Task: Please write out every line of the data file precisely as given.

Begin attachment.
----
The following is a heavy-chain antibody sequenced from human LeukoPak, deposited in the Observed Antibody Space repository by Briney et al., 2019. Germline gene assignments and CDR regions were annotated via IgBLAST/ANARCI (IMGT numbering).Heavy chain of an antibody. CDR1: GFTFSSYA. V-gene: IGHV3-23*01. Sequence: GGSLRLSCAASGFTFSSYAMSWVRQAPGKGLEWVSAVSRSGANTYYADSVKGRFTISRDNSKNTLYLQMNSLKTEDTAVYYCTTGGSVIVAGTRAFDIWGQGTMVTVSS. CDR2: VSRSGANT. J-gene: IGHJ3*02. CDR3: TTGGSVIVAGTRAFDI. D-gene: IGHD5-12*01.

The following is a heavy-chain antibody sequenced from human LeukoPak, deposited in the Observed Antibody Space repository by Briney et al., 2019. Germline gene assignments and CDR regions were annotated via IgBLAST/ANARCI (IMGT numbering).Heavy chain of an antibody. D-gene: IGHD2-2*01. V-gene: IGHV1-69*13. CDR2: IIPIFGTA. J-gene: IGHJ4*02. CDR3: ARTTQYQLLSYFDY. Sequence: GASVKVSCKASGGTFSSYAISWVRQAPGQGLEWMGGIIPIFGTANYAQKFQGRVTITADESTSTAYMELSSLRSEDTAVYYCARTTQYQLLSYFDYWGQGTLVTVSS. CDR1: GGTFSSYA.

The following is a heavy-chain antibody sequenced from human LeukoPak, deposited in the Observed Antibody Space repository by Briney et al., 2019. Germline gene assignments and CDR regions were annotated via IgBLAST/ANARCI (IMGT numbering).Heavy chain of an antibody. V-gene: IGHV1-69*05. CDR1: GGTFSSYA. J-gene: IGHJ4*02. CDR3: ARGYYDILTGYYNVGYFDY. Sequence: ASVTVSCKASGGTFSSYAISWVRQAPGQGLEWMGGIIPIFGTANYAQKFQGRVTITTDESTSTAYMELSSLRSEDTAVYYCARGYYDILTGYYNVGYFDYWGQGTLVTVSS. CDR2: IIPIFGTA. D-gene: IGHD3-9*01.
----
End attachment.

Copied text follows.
The following is a heavy-chain antibody sequenced from human LeukoPak, deposited in the Observed Antibody Space repository by Briney et al., 2019. Germline gene assignments and CDR regions were annotated via IgBLAST/ANARCI (IMGT numbering).Heavy chain of an antibody. CDR1: GFTFSSYA. V-gene: IGHV3-23*01. Sequence: GGSLRLSCAASGFTFSSYAMSWVRQAPGKGLEWVSAVSRSGANTYYADSVKGRFTISRDNSKNTLYLQMNSLKTEDTAVYYCTTGGSVIVAGTRAFDIWGQGTMVTVSS. CDR2: VSRSGANT. J-gene: IGHJ3*02. CDR3: TTGGSVIVAGTRAFDI. D-gene: IGHD5-12*01.

The following is a heavy-chain antibody sequenced from human LeukoPak, deposited in the Observed Antibody Space repository by Briney et al., 2019. Germline gene assignments and CDR regions were annotated via IgBLAST/ANARCI (IMGT numbering).Heavy chain of an antibody. D-gene: IGHD2-2*01. V-gene: IGHV1-69*13. CDR2: IIPIFGTA. J-gene: IGHJ4*02. CDR3: ARTTQYQLLSYFDY. Sequence: GASVKVSCKASGGTFSSYAISWVRQAPGQGLEWMGGIIPIFGTANYAQKFQGRVTITADESTSTAYMELSSLRSEDTAVYYCARTTQYQLLSYFDYWGQGTLVTVSS. CDR1: GGTFSSYA.

The following is a heavy-chain antibody sequenced from human LeukoPak, deposited in the Observed Antibody Space repository by Briney et al., 2019. Germline gene assignments and CDR regions were annotated via IgBLAST/ANARCI (IMGT numbering).Heavy chain of an antibody. V-gene: IGHV1-69*05. CDR1: GGTFSSYA. J-gene: IGHJ4*02. CDR3: ARGYYDILTGYYNVGYFDY. Sequence: ASVTVSCKASGGTFSSYAISWVRQAPGQGLEWMGGIIPIFGTANYAQKFQGRVTITTDESTSTAYMELSSLRSEDTAVYYCARGYYDILTGYYNVGYFDYWGQGTLVTVSS. CDR2: IIPIFGTA. D-gene: IGHD3-9*01.